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Alzheimer's Disease - A Devastating Reality. Can It Be At All Prevented?

Part I - What is Alzheimer's Disease and What causes it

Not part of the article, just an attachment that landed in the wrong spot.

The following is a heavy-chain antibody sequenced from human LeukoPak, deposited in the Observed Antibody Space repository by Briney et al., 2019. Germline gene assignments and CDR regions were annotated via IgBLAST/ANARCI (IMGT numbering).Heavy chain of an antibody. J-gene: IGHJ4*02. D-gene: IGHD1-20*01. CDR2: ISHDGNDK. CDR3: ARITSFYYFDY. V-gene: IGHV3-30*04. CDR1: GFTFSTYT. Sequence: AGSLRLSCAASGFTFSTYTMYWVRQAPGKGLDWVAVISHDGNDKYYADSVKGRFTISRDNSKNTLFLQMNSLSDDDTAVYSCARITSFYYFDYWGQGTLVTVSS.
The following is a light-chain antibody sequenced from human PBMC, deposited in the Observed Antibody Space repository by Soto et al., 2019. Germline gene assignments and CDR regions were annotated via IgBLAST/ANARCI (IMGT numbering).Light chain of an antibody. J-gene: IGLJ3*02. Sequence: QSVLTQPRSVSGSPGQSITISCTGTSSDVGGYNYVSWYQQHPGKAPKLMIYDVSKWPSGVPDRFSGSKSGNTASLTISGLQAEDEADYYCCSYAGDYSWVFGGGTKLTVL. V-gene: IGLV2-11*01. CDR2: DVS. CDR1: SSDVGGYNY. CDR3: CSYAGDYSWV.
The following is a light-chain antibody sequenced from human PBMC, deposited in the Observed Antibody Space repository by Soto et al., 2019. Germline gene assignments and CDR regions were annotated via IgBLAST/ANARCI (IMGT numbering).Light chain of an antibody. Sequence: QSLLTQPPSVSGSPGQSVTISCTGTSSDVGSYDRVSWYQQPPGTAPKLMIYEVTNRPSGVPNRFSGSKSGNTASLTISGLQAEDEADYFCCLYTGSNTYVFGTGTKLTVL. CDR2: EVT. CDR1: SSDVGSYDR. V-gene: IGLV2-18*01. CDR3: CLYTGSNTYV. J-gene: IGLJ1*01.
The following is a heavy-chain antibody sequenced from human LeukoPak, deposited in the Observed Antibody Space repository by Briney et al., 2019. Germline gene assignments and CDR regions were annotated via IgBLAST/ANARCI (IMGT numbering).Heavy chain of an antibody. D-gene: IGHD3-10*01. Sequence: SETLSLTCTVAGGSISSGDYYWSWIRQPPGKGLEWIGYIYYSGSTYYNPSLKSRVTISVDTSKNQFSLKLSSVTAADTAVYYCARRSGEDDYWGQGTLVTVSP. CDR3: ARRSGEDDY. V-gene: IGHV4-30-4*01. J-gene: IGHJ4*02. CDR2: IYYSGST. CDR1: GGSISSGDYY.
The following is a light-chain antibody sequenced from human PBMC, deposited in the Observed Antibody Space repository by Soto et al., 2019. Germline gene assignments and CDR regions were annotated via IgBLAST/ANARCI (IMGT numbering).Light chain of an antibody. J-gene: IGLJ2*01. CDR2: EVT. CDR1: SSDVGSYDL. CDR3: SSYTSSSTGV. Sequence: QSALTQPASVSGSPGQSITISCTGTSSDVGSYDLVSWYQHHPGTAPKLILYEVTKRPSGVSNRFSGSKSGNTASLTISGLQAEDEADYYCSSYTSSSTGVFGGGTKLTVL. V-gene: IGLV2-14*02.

Alzheimer's Disease (AD) is a type of dementia. Dementia is an acquired persistent impairment of intellectual function with compromise in at least 3 of the following mental aspects: language, memory, visuospatial skills, executive function, personality and cognition. AD is by far the most common of the types of dementia accounting for over 50% of cases, 6% of patients above 65 years of age and 15-20% of patients older than 80.  Death occurs in about 7-10 years of onset usually due to complications such as pneumonia, after affected patients have been robbed of normal life and savings, as  they are unable to care for themselves. It is estimated that 5.1 million Americans may have AD, with twice more affected women than men; however, with females living longer with the disease compared to males.  Currently, it is accepted that causes of AD are unknown, but generally associated with age-related changes to the brain including atrophy, inflammation, production of free radicals, and mitochondrial dysfunction. In certain conditions, such as individuals with trisomy 21 who survive beyond 45 years of age, AD becomes a reality. From this, we can conclude that genetics play a role on development of AD, but metabolic and vascular conditions such as heart disease, stroke, high blood pressure, diabetes, smoking, dyslipidemia and obesity are major factors.  For example, mid-life hypertension and DM type 2 increase the risk of AD of about twofold.  Researchers have been referring to AD as Type 3 diabetes considering the marked decrease in insulin and insulin-growth factors along with decreased acetylcholine  in AD patients. On the other hand, smoking up-regulates cholinergic nicotinic receptors in the brain, reducing other receptors, not to mention the effects of oxidative stress of smoking.  Several recent studies created a link between dietary/nutritional deficits and development of AD: sugars and nitrates are implicated, as well as high intake of carbohydrates and sugars, high-fructose corn syrup and salt.  We must remember here that those items are actually consider  daily components of SAD (Standard American Diet).  I have done some research on protective factors considered important in reducing the risk of AD which I will share with you shortly. In the mean time, sleep well, eat fresh foods, maintain a regular  exercise program and avoid smoking and excessive alcohol.

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